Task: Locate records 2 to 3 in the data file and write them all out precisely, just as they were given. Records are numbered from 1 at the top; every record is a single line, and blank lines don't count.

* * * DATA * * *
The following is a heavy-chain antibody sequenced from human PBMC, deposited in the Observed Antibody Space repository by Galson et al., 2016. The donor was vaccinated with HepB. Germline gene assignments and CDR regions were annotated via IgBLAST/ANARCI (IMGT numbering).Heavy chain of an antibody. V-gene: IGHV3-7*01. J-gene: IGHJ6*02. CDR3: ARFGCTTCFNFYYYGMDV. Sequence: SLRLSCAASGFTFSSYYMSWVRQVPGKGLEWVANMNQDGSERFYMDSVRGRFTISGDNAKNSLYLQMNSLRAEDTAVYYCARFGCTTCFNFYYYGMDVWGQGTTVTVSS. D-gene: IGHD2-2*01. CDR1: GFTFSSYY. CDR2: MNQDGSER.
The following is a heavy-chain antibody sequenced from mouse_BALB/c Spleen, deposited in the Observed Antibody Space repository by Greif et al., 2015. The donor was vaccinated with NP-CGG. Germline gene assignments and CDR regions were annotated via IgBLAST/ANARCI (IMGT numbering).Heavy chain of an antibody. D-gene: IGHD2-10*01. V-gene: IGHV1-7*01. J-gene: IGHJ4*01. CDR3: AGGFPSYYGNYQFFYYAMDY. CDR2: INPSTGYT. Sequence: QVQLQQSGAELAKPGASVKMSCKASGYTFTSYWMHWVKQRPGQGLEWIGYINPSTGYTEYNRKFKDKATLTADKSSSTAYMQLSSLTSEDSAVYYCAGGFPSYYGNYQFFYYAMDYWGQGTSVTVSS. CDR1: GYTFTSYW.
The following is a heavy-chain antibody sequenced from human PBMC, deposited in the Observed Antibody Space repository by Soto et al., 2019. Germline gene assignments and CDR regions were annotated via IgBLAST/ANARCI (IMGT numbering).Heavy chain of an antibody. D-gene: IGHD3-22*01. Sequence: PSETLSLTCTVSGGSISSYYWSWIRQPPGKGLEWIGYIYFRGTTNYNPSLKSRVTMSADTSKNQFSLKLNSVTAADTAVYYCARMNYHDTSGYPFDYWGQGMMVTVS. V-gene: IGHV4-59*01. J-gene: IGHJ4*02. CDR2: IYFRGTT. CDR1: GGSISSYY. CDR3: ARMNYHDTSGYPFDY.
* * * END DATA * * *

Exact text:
The following is a heavy-chain antibody sequenced from mouse_BALB/c Spleen, deposited in the Observed Antibody Space repository by Greif et al., 2015. The donor was vaccinated with NP-CGG. Germline gene assignments and CDR regions were annotated via IgBLAST/ANARCI (IMGT numbering).Heavy chain of an antibody. D-gene: IGHD2-10*01. V-gene: IGHV1-7*01. J-gene: IGHJ4*01. CDR3: AGGFPSYYGNYQFFYYAMDY. CDR2: INPSTGYT. Sequence: QVQLQQSGAELAKPGASVKMSCKASGYTFTSYWMHWVKQRPGQGLEWIGYINPSTGYTEYNRKFKDKATLTADKSSSTAYMQLSSLTSEDSAVYYCAGGFPSYYGNYQFFYYAMDYWGQGTSVTVSS. CDR1: GYTFTSYW.
The following is a heavy-chain antibody sequenced from human PBMC, deposited in the Observed Antibody Space repository by Soto et al., 2019. Germline gene assignments and CDR regions were annotated via IgBLAST/ANARCI (IMGT numbering).Heavy chain of an antibody. D-gene: IGHD3-22*01. Sequence: PSETLSLTCTVSGGSISSYYWSWIRQPPGKGLEWIGYIYFRGTTNYNPSLKSRVTMSADTSKNQFSLKLNSVTAADTAVYYCARMNYHDTSGYPFDYWGQGMMVTVS. V-gene: IGHV4-59*01. J-gene: IGHJ4*02. CDR2: IYFRGTT. CDR1: GGSISSYY. CDR3: ARMNYHDTSGYPFDY.